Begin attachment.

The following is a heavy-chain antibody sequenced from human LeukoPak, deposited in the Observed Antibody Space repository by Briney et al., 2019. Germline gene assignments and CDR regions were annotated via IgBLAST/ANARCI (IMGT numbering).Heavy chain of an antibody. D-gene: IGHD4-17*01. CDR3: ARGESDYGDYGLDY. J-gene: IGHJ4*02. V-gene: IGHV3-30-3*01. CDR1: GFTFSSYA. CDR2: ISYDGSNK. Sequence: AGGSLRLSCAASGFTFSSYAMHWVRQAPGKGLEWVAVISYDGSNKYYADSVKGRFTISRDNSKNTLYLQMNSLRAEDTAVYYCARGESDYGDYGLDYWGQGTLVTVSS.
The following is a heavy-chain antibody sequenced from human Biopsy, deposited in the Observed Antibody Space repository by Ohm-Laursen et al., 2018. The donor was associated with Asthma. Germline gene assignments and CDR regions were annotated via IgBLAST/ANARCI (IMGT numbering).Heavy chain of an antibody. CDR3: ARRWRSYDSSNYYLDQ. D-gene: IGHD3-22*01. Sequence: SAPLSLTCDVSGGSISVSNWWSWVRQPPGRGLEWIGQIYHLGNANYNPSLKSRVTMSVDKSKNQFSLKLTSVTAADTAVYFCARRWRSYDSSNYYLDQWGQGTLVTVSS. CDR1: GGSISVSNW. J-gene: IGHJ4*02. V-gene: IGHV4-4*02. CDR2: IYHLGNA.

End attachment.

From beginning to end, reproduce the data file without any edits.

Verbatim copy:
The following is a heavy-chain antibody sequenced from human LeukoPak, deposited in the Observed Antibody Space repository by Briney et al., 2019. Germline gene assignments and CDR regions were annotated via IgBLAST/ANARCI (IMGT numbering).Heavy chain of an antibody. D-gene: IGHD4-17*01. CDR3: ARGESDYGDYGLDY. J-gene: IGHJ4*02. V-gene: IGHV3-30-3*01. CDR1: GFTFSSYA. CDR2: ISYDGSNK. Sequence: AGGSLRLSCAASGFTFSSYAMHWVRQAPGKGLEWVAVISYDGSNKYYADSVKGRFTISRDNSKNTLYLQMNSLRAEDTAVYYCARGESDYGDYGLDYWGQGTLVTVSS.
The following is a heavy-chain antibody sequenced from human Biopsy, deposited in the Observed Antibody Space repository by Ohm-Laursen et al., 2018. The donor was associated with Asthma. Germline gene assignments and CDR regions were annotated via IgBLAST/ANARCI (IMGT numbering).Heavy chain of an antibody. CDR3: ARRWRSYDSSNYYLDQ. D-gene: IGHD3-22*01. Sequence: SAPLSLTCDVSGGSISVSNWWSWVRQPPGRGLEWIGQIYHLGNANYNPSLKSRVTMSVDKSKNQFSLKLTSVTAADTAVYFCARRWRSYDSSNYYLDQWGQGTLVTVSS. CDR1: GGSISVSNW. J-gene: IGHJ4*02. V-gene: IGHV4-4*02. CDR2: IYHLGNA.